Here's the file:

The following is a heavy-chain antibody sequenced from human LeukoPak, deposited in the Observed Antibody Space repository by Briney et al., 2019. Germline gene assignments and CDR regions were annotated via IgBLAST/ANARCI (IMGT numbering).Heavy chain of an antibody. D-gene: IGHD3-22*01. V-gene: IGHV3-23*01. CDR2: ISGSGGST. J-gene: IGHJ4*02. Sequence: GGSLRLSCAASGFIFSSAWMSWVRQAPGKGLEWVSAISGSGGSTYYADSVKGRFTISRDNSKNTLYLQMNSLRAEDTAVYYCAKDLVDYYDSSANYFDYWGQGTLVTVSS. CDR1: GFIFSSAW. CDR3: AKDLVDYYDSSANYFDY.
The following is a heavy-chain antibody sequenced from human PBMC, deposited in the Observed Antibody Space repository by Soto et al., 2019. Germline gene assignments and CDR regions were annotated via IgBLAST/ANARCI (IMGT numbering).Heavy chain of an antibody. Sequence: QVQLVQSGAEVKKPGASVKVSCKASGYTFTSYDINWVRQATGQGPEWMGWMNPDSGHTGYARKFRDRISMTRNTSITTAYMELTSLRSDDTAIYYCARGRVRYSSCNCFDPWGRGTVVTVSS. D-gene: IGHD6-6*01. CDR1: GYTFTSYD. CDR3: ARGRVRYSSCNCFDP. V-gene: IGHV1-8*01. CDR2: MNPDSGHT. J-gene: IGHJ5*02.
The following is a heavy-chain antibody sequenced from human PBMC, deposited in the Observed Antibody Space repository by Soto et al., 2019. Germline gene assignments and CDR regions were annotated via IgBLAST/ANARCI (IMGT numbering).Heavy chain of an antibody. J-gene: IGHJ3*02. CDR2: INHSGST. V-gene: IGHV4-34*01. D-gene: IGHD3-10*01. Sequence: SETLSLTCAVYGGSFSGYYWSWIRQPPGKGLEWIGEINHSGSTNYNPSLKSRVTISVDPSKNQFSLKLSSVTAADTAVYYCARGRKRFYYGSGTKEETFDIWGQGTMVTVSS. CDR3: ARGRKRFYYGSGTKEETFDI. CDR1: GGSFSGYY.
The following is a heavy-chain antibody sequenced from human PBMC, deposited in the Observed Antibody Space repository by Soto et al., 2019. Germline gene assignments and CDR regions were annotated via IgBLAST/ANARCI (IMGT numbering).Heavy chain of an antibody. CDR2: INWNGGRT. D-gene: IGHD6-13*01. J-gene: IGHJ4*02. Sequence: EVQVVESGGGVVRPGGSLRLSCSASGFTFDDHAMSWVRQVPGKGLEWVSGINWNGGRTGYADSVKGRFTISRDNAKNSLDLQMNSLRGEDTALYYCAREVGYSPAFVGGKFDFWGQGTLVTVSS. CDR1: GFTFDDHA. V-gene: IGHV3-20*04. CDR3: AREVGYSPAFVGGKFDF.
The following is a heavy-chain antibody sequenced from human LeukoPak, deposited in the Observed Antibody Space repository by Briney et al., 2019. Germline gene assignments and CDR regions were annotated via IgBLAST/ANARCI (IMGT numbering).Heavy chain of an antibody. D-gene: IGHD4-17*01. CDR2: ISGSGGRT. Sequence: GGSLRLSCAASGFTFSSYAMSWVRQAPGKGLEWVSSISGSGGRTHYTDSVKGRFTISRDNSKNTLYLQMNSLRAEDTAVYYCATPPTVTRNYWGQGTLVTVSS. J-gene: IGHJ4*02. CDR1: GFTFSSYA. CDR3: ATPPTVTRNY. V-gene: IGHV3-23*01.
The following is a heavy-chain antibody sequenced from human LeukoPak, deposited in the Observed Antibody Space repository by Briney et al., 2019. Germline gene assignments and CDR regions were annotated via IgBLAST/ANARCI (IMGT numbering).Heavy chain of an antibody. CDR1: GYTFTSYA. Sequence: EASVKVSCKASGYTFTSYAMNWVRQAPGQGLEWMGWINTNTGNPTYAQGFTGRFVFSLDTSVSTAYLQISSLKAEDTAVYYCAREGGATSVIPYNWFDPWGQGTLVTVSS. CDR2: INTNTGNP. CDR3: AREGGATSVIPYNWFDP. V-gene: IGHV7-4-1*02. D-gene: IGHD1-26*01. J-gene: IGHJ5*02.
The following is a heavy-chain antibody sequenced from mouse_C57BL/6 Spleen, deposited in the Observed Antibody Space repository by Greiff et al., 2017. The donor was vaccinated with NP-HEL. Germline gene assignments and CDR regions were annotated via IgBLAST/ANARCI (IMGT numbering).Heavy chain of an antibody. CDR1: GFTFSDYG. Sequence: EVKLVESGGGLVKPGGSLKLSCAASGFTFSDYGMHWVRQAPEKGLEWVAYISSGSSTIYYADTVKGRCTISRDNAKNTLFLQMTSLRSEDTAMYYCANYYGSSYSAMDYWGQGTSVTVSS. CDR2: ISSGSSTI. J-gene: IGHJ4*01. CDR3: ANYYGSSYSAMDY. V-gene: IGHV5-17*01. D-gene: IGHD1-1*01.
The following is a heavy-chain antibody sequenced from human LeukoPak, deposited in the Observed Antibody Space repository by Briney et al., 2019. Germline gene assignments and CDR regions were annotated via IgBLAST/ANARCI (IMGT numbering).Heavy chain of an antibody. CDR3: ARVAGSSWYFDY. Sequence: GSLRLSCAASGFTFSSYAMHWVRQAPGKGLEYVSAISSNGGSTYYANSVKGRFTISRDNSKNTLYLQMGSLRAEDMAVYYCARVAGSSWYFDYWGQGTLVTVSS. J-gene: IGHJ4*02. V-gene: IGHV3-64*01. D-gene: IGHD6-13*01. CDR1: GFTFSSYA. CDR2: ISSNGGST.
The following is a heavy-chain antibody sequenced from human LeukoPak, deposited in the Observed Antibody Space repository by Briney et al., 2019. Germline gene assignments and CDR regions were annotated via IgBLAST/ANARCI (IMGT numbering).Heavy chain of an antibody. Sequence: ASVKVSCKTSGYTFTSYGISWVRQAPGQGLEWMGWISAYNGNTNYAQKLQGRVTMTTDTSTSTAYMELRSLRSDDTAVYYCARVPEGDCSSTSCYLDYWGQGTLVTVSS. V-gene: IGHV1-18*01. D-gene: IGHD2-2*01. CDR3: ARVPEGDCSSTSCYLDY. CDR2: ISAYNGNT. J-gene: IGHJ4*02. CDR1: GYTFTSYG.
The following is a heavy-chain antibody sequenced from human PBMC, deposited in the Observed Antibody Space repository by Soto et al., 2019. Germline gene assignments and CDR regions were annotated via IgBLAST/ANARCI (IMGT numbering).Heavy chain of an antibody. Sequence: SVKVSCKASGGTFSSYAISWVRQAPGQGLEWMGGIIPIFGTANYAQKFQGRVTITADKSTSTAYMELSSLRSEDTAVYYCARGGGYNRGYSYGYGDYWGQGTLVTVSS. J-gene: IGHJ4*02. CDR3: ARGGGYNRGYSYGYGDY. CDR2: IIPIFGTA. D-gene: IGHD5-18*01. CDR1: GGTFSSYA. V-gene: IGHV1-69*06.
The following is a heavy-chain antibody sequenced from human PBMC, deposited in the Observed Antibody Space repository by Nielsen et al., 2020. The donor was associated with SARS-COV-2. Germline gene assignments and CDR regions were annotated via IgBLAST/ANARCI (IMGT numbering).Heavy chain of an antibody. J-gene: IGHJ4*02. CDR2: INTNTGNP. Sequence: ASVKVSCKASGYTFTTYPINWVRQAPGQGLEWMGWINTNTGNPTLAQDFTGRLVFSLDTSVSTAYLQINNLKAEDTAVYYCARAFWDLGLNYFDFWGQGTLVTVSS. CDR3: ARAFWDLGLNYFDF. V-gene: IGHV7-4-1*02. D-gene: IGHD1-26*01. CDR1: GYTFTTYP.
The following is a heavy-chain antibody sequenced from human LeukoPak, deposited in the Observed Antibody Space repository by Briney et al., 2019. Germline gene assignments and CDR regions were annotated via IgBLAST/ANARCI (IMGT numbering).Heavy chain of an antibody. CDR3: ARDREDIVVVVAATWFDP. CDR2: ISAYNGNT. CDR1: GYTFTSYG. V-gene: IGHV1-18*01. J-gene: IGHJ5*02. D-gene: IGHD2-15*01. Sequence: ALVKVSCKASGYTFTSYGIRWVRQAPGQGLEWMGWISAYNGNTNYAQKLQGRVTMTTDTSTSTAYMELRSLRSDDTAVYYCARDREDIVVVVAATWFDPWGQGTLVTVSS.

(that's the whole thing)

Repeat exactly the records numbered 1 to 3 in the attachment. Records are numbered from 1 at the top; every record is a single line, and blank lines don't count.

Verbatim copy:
The following is a heavy-chain antibody sequenced from human LeukoPak, deposited in the Observed Antibody Space repository by Briney et al., 2019. Germline gene assignments and CDR regions were annotated via IgBLAST/ANARCI (IMGT numbering).Heavy chain of an antibody. D-gene: IGHD3-22*01. V-gene: IGHV3-23*01. CDR2: ISGSGGST. J-gene: IGHJ4*02. Sequence: GGSLRLSCAASGFIFSSAWMSWVRQAPGKGLEWVSAISGSGGSTYYADSVKGRFTISRDNSKNTLYLQMNSLRAEDTAVYYCAKDLVDYYDSSANYFDYWGQGTLVTVSS. CDR1: GFIFSSAW. CDR3: AKDLVDYYDSSANYFDY.
The following is a heavy-chain antibody sequenced from human PBMC, deposited in the Observed Antibody Space repository by Soto et al., 2019. Germline gene assignments and CDR regions were annotated via IgBLAST/ANARCI (IMGT numbering).Heavy chain of an antibody. Sequence: QVQLVQSGAEVKKPGASVKVSCKASGYTFTSYDINWVRQATGQGPEWMGWMNPDSGHTGYARKFRDRISMTRNTSITTAYMELTSLRSDDTAIYYCARGRVRYSSCNCFDPWGRGTVVTVSS. D-gene: IGHD6-6*01. CDR1: GYTFTSYD. CDR3: ARGRVRYSSCNCFDP. V-gene: IGHV1-8*01. CDR2: MNPDSGHT. J-gene: IGHJ5*02.
The following is a heavy-chain antibody sequenced from human PBMC, deposited in the Observed Antibody Space repository by Soto et al., 2019. Germline gene assignments and CDR regions were annotated via IgBLAST/ANARCI (IMGT numbering).Heavy chain of an antibody. J-gene: IGHJ3*02. CDR2: INHSGST. V-gene: IGHV4-34*01. D-gene: IGHD3-10*01. Sequence: SETLSLTCAVYGGSFSGYYWSWIRQPPGKGLEWIGEINHSGSTNYNPSLKSRVTISVDPSKNQFSLKLSSVTAADTAVYYCARGRKRFYYGSGTKEETFDIWGQGTMVTVSS. CDR3: ARGRKRFYYGSGTKEETFDI. CDR1: GGSFSGYY.